Bear in mind that in an economic downturn, the share price may still take a beating, but if the underlying business remains on track then it is just a waiting game for the market to re-rate the stock appropriately.
The company has a low reliance on a single product
Or conversely, the company sells a variety of products, each contributing significantly to profits. You need to ask yourself, if a particular product goes away or is made obsolete, will they still continue to grow?
The company has an even spread of customers
A high dependence on a small number of customers could lead to two potential disasters:
- The customer finds a new supplier and leaves a significant dent in your revenue;
- The customer doesn’t leave but has significant bargaining power which can reduce the company’s revenue.
Neither of these things are beneficial for a company.
The company’s earnings are not heavily regulated by the government.
Some great companies receive their revenue from government sources, either directly or indirectly. But if the government is able to change the amount of revenue received in relation to a changing budget the earnings will always be at risk. An example would be medical companies whose services are subsidised by the government. A reduction in this subsidy would increase the cost for consumers and subsequently reduce the demand.
The company is ignored by the brokers
In value investing, the best companies are those that are growing and are undervalued. If many brokers are pushing the stock out to their clients to buy, the price is likely to pushed up higher due to basic economics.
Does the company have any upcoming catalysts that are likely to rerate the stock price?
A catalyst could include a positive reporting result, regulatory changes, an accretive acquisition, etc. They might be widely known facts, but are not reflected in the stock price yet.
The company consistently grows its earnings
There are a number of different ways to measure this. Look at EBITDA, net profit after tax, revenue. However, you also need to look at how these earnings are being made. If they are continually issuing shares the profits are highly likely to go up, but investor value has been slashed because there are more people wanting a slice of the pie.
The most telling ratio is earnings per share (EPS), i.e. how much of this year’s profit will each shareholder receive. If this continues to increase, happy days.
The company consistently grows it owner earnings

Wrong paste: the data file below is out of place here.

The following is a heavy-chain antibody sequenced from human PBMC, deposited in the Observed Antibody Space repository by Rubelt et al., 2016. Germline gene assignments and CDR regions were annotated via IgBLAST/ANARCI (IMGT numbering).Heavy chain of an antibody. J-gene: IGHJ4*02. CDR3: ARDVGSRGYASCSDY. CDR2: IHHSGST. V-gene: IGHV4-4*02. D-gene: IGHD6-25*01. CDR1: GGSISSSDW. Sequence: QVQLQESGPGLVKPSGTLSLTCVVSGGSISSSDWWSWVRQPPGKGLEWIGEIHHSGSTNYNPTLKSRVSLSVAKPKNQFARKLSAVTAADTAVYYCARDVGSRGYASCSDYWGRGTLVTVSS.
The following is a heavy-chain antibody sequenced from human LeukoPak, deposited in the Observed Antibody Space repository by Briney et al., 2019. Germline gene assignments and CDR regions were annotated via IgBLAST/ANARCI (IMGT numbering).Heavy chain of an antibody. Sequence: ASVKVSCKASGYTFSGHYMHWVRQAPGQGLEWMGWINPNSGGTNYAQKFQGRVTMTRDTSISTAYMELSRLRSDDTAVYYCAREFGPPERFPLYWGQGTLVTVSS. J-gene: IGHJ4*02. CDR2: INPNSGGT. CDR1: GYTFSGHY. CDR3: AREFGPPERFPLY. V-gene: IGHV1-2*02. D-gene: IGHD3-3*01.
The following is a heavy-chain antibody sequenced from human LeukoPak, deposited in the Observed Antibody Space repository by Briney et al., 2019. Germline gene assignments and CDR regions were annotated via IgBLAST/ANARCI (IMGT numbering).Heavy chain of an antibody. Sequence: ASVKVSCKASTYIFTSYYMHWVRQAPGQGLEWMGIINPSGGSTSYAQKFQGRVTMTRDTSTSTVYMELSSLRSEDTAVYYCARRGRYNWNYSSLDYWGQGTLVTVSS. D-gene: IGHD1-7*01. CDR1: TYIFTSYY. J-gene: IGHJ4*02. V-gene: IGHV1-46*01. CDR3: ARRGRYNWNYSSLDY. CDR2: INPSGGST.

‘Owner earnings’ is a term coined by Buffett that adjusts for capital expenditure. Because capital expenditure is depreciated over time the net profit figure can often be a bit misleading, such is the nature of accounting standards.
Owner earnings = net profit – capital expenditure + Depreciation and amortisation.
This adds back the amount of capital expenditure expensed from previous reporting periods and removes the amount spent and capitalised in the current period.
The company creates more than $1 of market value for each $1 of earnings it retains
Over a 10 year period, calculate the total retained earnings per share and divide by the change in share price (10 year total EPS/10 year change in share price). Ideally, this should greater than 1.
If the company creates less than a dollar of market value over this time span, you can assume that more value could have been created by the shareholder elsewhere than invested in the company. Therefore, rather than retaining the earnings on the balance sheet, it should have been paid out as a dividend or through a share buy-back.
The earnings yield is greater than the interest rate
Earnings yield is calculated as EPS/market price.
It determines the return of your investment if purchased at the current price. For example, if a stock is worth $1.00 and makes $0.05 EPS, its earnings yield is 5%, which is currently above the interest rate. If it is below the interest rate, you might as well have your money in a bank account.
Have any abnormal items greatly affected the earnings of the company?
While abnormal items are very real and contribute to net profit in a legitimate way, in order to analyse the company over time, this can skew your view. It is best to remove this one-off from your analysis in order to get a realistic view of the company.